What is the value of fast food compared with the value of preserving one of the richest and most biologically diverse rainforests on the planet—especially given that the scientific journal Nature recently warned that 40 percent of the Amazon rainforest will disappear by 2050 if current trends continue?
Source: Greenpeace, Eating Up the Amazon, 2006. Available at www.greenpeace.org.
With only 6 percent of the world adult population, North America holds 34 percent of household wealth (in monetary terms). Europe and high-income Asia-Pacific countries also have disproportionate wealth, whereas the overall share of wealth of Africans, Chinese, Indians, and other lower-income countries in Asia is substantially less than their population share, sometimes by a factor of more than ten.35 Standardizing development measures reinforces the belief that there is a high correlation between GNP and social well-being. Clive Hamilton, executive director of the Australian Institute think tank, notes, “The evidence shows that, beyond a certain point, increased income does not result in increased well- being.”36
Development, conventionally associated with economic growth, is a recent phenomenon. With the rise of European capitalism, state bureaucrats pursued economic growth to finance their needs for military protection and political legitimacy. But “development,” as such, was not yet a worldwide strategy. It became so only in the mid-twentieth century, as newly independent states embraced development as an antidote to colonialism, with varying success.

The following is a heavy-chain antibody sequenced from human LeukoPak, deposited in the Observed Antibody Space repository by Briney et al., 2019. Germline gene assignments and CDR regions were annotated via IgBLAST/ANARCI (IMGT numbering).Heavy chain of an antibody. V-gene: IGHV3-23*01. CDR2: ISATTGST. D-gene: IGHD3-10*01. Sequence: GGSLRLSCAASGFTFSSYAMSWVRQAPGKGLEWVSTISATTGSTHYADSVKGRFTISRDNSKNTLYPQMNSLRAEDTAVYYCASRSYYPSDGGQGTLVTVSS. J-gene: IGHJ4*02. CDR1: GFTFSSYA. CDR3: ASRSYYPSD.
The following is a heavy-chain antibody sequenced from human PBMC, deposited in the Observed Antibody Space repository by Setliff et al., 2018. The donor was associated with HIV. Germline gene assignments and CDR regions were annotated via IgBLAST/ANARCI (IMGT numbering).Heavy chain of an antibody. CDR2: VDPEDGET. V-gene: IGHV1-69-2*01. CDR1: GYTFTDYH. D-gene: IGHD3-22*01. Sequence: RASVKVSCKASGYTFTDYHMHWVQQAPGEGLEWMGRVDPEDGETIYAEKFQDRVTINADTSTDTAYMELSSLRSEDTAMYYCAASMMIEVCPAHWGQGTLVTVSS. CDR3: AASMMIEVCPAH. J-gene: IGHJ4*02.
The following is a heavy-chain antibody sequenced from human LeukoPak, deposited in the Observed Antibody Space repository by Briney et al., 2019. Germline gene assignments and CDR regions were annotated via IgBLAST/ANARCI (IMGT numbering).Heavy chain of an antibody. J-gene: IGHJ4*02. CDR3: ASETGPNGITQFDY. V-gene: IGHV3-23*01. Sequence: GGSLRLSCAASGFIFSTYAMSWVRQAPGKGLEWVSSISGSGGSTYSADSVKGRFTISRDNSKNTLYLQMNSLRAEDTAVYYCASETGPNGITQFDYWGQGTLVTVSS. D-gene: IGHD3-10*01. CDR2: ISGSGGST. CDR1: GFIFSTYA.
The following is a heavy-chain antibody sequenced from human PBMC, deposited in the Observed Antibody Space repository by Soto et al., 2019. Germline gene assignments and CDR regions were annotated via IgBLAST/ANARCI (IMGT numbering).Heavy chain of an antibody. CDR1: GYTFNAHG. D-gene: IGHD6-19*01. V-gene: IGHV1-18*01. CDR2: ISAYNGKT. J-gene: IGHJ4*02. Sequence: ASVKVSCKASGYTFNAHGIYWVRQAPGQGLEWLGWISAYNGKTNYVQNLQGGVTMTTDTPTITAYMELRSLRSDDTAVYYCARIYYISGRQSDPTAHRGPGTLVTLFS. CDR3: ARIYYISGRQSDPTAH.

The mid-twentieth-century development project (1940s–1970s) was an internationally orchestrated program of nationally-sited economic growth across the Cold War divide, involving superpower-provided financial, technological, and military assistance. Development was a United Nations ideal, as formerly colonized subjects gained political independence, and governments implemented a human rights–based social contract with their citizens. This book traces the implementation of this project, noting its partial successes and ultimate failure, in its own terms, to equalize conditions across the world, and the foreshadowing of its successor, the globalization project, in laying the foundations of a global market that progressively overshadowed the states charged with development in the initial post–World War II era.
The globalization project (1970s–2000s) superimposed open markets across national boundaries, liberalizing trade and investment rules, and privatizing public goods and services. Corporate rights gained priority over the social contract and redefined developmenthttp://www.greenpeace.org
as a private undertaking. The neoliberal doctrine (“market freedoms”) underlying the globalization project has been met with growing contention, symbolized by the anti-neoliberal social revolt in Latin America over the last decade and the recent Middle-East rebellions, and the growing weight and assertiveness of China (and India) in the world political economy. Polanyi’s double movement is alive and well.
Whether the global market will remain dominant is still to be determined. In the meantime an incipient sustainability project, heavily influenced by the climate change emergency, is forming, with China leading the green technology race and a myriad of environmental and justice movements across the world pushing states, business leaders, and citizens toward a new formulation of development as “managing the future” sustainably.